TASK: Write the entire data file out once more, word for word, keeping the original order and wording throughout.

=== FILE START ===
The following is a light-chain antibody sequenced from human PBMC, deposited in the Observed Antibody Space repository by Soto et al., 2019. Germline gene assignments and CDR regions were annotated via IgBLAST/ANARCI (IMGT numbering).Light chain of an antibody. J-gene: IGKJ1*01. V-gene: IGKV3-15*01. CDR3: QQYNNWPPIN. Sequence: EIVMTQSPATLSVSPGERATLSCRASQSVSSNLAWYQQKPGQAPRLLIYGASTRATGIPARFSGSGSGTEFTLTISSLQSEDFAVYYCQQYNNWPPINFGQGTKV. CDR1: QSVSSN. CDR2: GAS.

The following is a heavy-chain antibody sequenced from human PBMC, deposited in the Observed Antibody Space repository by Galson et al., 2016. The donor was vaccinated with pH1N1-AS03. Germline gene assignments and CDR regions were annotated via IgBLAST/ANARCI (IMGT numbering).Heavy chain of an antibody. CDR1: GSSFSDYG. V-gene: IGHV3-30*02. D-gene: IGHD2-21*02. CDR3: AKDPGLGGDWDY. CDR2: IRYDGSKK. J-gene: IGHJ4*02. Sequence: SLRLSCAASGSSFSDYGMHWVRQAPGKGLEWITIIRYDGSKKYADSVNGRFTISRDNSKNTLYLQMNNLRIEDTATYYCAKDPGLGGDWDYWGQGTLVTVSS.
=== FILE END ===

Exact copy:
The following is a light-chain antibody sequenced from human PBMC, deposited in the Observed Antibody Space repository by Soto et al., 2019. Germline gene assignments and CDR regions were annotated via IgBLAST/ANARCI (IMGT numbering).Light chain of an antibody. J-gene: IGKJ1*01. V-gene: IGKV3-15*01. CDR3: QQYNNWPPIN. Sequence: EIVMTQSPATLSVSPGERATLSCRASQSVSSNLAWYQQKPGQAPRLLIYGASTRATGIPARFSGSGSGTEFTLTISSLQSEDFAVYYCQQYNNWPPINFGQGTKV. CDR1: QSVSSN. CDR2: GAS.

The following is a heavy-chain antibody sequenced from human PBMC, deposited in the Observed Antibody Space repository by Galson et al., 2016. The donor was vaccinated with pH1N1-AS03. Germline gene assignments and CDR regions were annotated via IgBLAST/ANARCI (IMGT numbering).Heavy chain of an antibody. CDR1: GSSFSDYG. V-gene: IGHV3-30*02. D-gene: IGHD2-21*02. CDR3: AKDPGLGGDWDY. CDR2: IRYDGSKK. J-gene: IGHJ4*02. Sequence: SLRLSCAASGSSFSDYGMHWVRQAPGKGLEWITIIRYDGSKKYADSVNGRFTISRDNSKNTLYLQMNNLRIEDTATYYCAKDPGLGGDWDYWGQGTLVTVSS.